But the longer the customer sits in the call center purgatory that is being on hold, listening to the top hits from the ’90s without any updates, the more frustrated they’re going to be when you get back to them.
One of the newest practices in the call center sector is to periodically update the customer. Even if you have no new information, just taking them off hold, letting them know that you’re still there and you’re working on their issue will do wonders to keep them calm and happy.
Michael Kansky is the Founder of LiveHelpNow.
“While it’s a standard practice and might not seem like a big deal in a traditional contact center operation…”
The one single worst thing an agent can do is transfer a customer. Customers want resolutions for their problems, and they want them as soon as possible. The fastest possible resolution comes through First Contact Resolution (FCR).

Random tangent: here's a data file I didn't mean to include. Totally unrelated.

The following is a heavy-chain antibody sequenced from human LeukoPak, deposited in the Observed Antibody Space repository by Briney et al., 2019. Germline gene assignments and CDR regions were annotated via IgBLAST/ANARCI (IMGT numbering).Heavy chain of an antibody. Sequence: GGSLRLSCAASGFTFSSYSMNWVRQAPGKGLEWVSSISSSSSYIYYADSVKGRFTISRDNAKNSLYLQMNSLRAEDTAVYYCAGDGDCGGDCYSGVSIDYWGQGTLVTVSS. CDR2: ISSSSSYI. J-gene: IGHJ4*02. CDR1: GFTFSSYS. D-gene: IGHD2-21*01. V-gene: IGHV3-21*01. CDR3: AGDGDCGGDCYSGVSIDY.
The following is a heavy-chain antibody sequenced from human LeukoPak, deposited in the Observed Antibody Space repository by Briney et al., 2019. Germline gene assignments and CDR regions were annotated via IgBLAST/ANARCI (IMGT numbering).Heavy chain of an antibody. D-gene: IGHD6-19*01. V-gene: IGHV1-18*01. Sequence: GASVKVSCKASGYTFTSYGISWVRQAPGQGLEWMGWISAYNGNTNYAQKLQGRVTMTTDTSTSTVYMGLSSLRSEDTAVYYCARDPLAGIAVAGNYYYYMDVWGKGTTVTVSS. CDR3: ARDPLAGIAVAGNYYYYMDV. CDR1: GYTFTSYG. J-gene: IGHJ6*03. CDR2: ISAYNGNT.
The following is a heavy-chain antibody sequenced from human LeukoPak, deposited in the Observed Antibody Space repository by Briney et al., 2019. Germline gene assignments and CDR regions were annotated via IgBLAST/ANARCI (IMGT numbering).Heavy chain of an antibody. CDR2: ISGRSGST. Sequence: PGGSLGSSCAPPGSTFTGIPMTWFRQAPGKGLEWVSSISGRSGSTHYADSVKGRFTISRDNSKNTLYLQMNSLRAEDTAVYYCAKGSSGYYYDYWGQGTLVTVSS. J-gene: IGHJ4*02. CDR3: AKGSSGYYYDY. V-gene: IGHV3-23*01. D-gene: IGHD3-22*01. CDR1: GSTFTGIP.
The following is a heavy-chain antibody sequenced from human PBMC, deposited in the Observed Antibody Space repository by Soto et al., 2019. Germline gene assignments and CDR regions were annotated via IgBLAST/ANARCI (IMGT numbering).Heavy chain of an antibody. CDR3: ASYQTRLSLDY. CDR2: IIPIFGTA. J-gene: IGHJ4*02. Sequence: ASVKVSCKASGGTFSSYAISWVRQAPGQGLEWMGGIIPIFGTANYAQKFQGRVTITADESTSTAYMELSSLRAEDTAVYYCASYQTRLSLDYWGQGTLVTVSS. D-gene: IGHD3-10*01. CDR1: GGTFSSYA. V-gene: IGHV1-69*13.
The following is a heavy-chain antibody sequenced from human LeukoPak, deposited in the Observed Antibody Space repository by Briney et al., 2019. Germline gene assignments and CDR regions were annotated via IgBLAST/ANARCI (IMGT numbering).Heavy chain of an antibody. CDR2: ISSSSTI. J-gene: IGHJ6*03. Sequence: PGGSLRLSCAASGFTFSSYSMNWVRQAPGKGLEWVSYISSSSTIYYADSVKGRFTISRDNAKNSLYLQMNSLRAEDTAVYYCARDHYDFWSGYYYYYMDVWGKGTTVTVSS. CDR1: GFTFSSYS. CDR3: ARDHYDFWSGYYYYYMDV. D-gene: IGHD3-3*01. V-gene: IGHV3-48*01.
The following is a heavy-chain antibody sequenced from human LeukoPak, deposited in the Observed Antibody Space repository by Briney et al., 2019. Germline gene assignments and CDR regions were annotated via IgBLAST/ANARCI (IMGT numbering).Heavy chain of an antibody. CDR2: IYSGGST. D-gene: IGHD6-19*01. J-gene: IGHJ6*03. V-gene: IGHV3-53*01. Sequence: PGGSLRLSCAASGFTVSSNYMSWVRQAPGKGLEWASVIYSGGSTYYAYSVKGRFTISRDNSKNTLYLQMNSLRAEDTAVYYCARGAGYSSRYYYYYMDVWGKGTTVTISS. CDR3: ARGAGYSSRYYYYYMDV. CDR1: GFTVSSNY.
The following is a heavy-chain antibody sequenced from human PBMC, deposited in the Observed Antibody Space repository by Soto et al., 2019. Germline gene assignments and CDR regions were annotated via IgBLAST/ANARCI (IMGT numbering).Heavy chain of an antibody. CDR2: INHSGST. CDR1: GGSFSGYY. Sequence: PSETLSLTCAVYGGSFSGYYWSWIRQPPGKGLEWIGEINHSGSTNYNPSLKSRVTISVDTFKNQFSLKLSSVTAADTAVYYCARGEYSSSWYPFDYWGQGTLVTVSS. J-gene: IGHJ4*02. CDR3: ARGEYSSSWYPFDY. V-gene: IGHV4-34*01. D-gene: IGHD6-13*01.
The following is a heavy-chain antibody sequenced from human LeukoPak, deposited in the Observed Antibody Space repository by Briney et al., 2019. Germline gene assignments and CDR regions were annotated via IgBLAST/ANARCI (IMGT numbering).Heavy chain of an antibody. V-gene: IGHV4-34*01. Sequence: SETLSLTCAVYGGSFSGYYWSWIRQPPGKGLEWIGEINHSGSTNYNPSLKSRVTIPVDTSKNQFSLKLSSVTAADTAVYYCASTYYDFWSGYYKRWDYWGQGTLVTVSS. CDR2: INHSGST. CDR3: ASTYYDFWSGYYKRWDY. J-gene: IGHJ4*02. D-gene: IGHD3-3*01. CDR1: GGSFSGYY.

Customer satisfaction rates are directly proportional to FCR rates. The higher the FCR frequency, the better for customer service. That is why it is essential for agents to do everything and anything possible to resolve the customer’s issue without ever transfering the call or live chat.
Whenever transferred, even with the availability of historical contact data, customers are forced to explain or restate the details of their issues. Even if the new agent can see what the customer has discussed with the previous agents or during previous contacts, it takes time for him or her to do that. Therefore, it’s not only frustrating for the customer, but it’s also inefficient and costly for the contact center itself.